Thursday, December 04, 2014
A self-affirmation of America’s political role as global policeman.
A self-affirmation of America’s political role as global policeman.
The Uses of Disenchantment in the film that is set after but made before Monsters University.
The Law of the Sea
Davy Jones administers the trade in the souls of men.
Pearls Before Swine
An action-adventure movie based on a kids ride at a theme park is hiding a real national treasure.
More Than This
Knight and Day delivers all the profundity that Inception only promises.
Explaining the Madness
A new theory to help the viewer unravel the cult classic.
Perennial hopeful-yet-melancholic Lloyd Cole has a new album out, Antidepressant, which is worth noting to Metaphilm fans for the song, Woman In A Bar, which is a fine tribute to both Lost In Translation as well as Girl With A Pearl Earring. Opening lyrics:
Idealized vision of a woman through a smoke-filled,
twentieth-century screenplay, advancing,
Toward protagonist with paperback and beard,
manifestly failing, to disappear.
Now that the children are asleep, you want to play,
But you’re so lazy…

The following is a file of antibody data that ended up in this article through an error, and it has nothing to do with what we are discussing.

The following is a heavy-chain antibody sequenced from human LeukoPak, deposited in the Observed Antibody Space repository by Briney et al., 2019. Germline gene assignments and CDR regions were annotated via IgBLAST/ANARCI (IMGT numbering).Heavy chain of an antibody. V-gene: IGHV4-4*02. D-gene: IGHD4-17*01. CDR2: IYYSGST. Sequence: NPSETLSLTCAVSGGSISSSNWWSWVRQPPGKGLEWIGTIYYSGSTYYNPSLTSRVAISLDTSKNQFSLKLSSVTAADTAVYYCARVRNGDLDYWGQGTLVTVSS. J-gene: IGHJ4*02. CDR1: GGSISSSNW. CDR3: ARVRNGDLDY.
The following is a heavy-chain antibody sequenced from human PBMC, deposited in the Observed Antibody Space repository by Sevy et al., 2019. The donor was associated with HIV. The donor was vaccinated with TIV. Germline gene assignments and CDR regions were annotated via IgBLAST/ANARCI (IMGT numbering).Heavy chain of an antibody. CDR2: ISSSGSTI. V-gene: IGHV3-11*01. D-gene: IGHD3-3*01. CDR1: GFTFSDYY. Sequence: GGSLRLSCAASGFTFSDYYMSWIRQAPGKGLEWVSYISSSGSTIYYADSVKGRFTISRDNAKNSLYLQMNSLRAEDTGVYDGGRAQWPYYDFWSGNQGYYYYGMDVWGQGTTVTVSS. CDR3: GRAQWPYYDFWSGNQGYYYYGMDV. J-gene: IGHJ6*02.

She walks into the bar,
There you are.
Still life watercolour Woman In A Window…
Other films seem to be referenced, which your publisher has not seen, and then later in the song, Cole admits what his true obsession was all along:
No longer angry,
No longer young,
No longer driven to distraction,
Not even by Scarlett Johansson.
”Movies are not good at giving answers. Movies are great at asking questions. Movies that do that are lasting.” —Fantastic Four and X-Men Producer Ralph Winter, in an interview with Christianity Today. (The rest of the interview is worth reading; breaks through several stereotypes.)
In Jonathan Lethem’s imminent new arrival, The Disappointment Artist, the author includes an essay describing his glorious and melancholic achievement, at age 13, in 1977, of how he saw Star Wars 21 times. A beautiful meditation by all accounts, made all the more rich by the inclusion of this line that reveals Lethem to be a default Metaphilm phan: “I still go to the movies alone, all the time. In the absenting of self which results—so different from the quality of solitude at my writing desk—this seems to me as near as I come in my life to any reverent or worshipful or meditational practice.” Be sure to also read “Two or Three Things I Dunno About Cassavetes”—further evidence that a film’s value (especially a complex or troubling film) is greatly enhanced by thoughtful writing. Lethem offers many fine words about many fine film images, and Metaphilm readers won’t want to miss them.